October can be lonely for those of us who’ve lost someone to cancer that doesn’t merit a pink ribbon. Ever since my mother died of colorectal cancer 15 years ago, I’ve felt uneasy about this month. Any cancer diagnosis means joining a club you’d rather not be a member of, but some clubs are better organized than others, and breast cancer is one of the best. In 1985, the breast cancer awareness campaign started as a weeklong event. Today you can hardly turn around in the supermarket aisle without bumping into something swathed in Pepto-Bismol pink. The campaign has raised awareness and billions of dollars, but has also provoked backlash from critics like sociologist Gayle A. Sulik, author of Pink Ribbon Blues. Sulik found that more money and earlier detection didn’t actually translate into reducing the chances of women dying of the disease. Still, I’m slightly jealous of the pink ribbon’s domination of the cancer conversation.
My mother was diagnosed with late stage colon cancer and died a year later, a month after her 53rd birthday. What strikes me still is the loneliness of her experience. For her, it started with a standard hemorrhoid operation. Hemorrhoids were uncomfortable, unsightly, embarrassing, but surely not deadly, I remember thinking. Though my mother tried to shield my sisters and me from the worst of it, I remember her embarrassment about the debilitating, unpleasant symptoms she endured. Colon cancer involves parts of your body that you don’t think about (let alone discuss) unless there’s a problem. And symptoms like blood in your stool and runny diarrhea generally don’t lend themselves to feel-good public health campaigns.
In 1994, I don’t think colon cancer made it onto my mother’s radar screen of possibilities. Much progress has been made on the colon cancer front since then, and efforts to increase public awareness like Katie Couric’s much-discussed televised colonoscopy have helped in concrete ways. But it’s hard to say if my mom would have been any more aware today. When I had my own troubling symptoms a few years ago, I immediately thought, “I’m young. It’s probably nothing.” But my family’s medical history pushed me to get a colonoscopy. It was nothing, but my family history provides the kick in the pants I need to take something seriously. What if I didn’t have this history?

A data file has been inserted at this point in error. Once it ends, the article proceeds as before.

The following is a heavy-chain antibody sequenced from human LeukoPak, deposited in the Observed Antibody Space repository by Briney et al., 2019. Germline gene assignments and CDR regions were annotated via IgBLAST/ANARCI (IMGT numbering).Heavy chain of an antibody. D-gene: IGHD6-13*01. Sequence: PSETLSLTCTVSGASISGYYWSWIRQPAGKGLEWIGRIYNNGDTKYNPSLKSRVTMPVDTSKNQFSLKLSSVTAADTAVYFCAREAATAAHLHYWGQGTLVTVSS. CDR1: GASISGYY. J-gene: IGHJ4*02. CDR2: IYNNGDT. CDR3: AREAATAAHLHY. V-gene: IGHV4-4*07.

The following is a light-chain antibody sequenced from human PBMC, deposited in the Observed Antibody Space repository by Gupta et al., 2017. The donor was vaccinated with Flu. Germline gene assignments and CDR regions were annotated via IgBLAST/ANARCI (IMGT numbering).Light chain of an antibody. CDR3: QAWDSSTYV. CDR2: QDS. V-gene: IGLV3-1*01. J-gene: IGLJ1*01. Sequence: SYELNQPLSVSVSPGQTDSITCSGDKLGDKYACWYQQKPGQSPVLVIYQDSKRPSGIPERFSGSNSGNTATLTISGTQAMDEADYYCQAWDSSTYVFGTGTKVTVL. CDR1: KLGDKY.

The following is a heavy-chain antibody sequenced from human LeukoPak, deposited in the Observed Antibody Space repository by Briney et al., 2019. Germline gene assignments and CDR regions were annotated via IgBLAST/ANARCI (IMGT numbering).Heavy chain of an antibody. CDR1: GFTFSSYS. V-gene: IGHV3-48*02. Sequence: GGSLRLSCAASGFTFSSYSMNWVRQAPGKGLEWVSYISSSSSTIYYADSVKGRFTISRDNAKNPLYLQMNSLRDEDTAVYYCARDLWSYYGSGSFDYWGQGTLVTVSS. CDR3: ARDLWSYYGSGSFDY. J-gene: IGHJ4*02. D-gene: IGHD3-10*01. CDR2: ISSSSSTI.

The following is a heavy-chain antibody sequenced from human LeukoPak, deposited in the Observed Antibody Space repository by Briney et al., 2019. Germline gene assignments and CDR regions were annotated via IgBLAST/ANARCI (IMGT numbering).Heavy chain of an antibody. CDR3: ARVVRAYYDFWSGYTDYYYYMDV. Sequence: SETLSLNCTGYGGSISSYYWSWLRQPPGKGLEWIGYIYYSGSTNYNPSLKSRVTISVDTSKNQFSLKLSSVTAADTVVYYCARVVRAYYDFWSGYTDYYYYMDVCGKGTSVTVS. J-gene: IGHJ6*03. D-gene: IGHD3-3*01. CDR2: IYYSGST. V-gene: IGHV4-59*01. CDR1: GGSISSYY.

That’s the question that makes me wonder whether the success of breast cancer awareness has led to a potentially dangerous kind of tunnel vision. Take lung cancer, breast cancer’s ugly stepsister, for example. Despite declining smoking rates it remains the No. 1 cancer killer of both men and women and kills more people than breast, prostate, and colon cancer combined. There are state-sponsored quit hotlines and nicotine patch giveaways but scant public health information about warning signs like a cough that won’t go away as well as less obvious symptoms that tend to present in women like shortness of breath, pain in the back and shoulders, and unusual fatigue. Research funding for lung cancer pales in comparison to funding for breast cancer, and in 2010 the National Cancer Institute allocated just $281 million to lung cancer research compared to $631 million for breast cancer.
This October, I’d like to make peace with breast cancer awareness month. Its success doesn’t have to mean crowding out all other diseases that affect women, and I’d urge women’s health advocates to continue to expand public dialogue about health problems and diseases that affect parts of women’s bodies other than those we have gotten used to talking about. What have we learned from over 25 years of breast cancer advocacy and how can we apply those lessons to improving women’s lives and fighting other equally insidious forms of cancer and disease?